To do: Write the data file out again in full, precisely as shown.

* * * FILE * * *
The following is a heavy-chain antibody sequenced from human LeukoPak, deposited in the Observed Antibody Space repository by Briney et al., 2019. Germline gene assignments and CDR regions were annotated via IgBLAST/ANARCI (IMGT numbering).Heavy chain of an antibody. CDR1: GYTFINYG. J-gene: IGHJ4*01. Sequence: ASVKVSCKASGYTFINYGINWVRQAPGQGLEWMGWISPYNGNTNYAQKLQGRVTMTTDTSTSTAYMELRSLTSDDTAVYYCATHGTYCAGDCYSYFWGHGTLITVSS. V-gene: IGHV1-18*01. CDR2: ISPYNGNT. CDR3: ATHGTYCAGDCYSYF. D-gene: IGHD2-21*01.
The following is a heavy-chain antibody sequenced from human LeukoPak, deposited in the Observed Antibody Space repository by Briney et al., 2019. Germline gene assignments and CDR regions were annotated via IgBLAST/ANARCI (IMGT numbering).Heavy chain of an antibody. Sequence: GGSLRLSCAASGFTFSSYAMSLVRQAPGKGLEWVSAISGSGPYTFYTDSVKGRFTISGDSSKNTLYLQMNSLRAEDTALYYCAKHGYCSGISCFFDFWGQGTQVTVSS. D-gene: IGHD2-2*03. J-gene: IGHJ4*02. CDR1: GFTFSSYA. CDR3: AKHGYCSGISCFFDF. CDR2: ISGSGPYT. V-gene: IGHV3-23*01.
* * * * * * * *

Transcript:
The following is a heavy-chain antibody sequenced from human LeukoPak, deposited in the Observed Antibody Space repository by Briney et al., 2019. Germline gene assignments and CDR regions were annotated via IgBLAST/ANARCI (IMGT numbering).Heavy chain of an antibody. CDR1: GYTFINYG. J-gene: IGHJ4*01. Sequence: ASVKVSCKASGYTFINYGINWVRQAPGQGLEWMGWISPYNGNTNYAQKLQGRVTMTTDTSTSTAYMELRSLTSDDTAVYYCATHGTYCAGDCYSYFWGHGTLITVSS. V-gene: IGHV1-18*01. CDR2: ISPYNGNT. CDR3: ATHGTYCAGDCYSYF. D-gene: IGHD2-21*01.
The following is a heavy-chain antibody sequenced from human LeukoPak, deposited in the Observed Antibody Space repository by Briney et al., 2019. Germline gene assignments and CDR regions were annotated via IgBLAST/ANARCI (IMGT numbering).Heavy chain of an antibody. Sequence: GGSLRLSCAASGFTFSSYAMSLVRQAPGKGLEWVSAISGSGPYTFYTDSVKGRFTISGDSSKNTLYLQMNSLRAEDTALYYCAKHGYCSGISCFFDFWGQGTQVTVSS. D-gene: IGHD2-2*03. J-gene: IGHJ4*02. CDR1: GFTFSSYA. CDR3: AKHGYCSGISCFFDF. CDR2: ISGSGPYT. V-gene: IGHV3-23*01.